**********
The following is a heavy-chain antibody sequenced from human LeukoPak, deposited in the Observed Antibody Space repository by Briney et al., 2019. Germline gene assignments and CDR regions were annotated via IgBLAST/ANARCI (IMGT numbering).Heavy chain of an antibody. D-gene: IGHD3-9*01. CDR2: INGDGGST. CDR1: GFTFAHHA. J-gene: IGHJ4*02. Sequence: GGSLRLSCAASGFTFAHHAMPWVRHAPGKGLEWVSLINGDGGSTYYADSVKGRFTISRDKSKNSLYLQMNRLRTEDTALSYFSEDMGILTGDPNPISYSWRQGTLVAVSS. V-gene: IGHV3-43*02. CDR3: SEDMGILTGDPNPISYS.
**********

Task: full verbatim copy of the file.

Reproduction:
The following is a heavy-chain antibody sequenced from human LeukoPak, deposited in the Observed Antibody Space repository by Briney et al., 2019. Germline gene assignments and CDR regions were annotated via IgBLAST/ANARCI (IMGT numbering).Heavy chain of an antibody. D-gene: IGHD3-9*01. CDR2: INGDGGST. CDR1: GFTFAHHA. J-gene: IGHJ4*02. Sequence: GGSLRLSCAASGFTFAHHAMPWVRHAPGKGLEWVSLINGDGGSTYYADSVKGRFTISRDKSKNSLYLQMNRLRTEDTALSYFSEDMGILTGDPNPISYSWRQGTLVAVSS. V-gene: IGHV3-43*02. CDR3: SEDMGILTGDPNPISYS.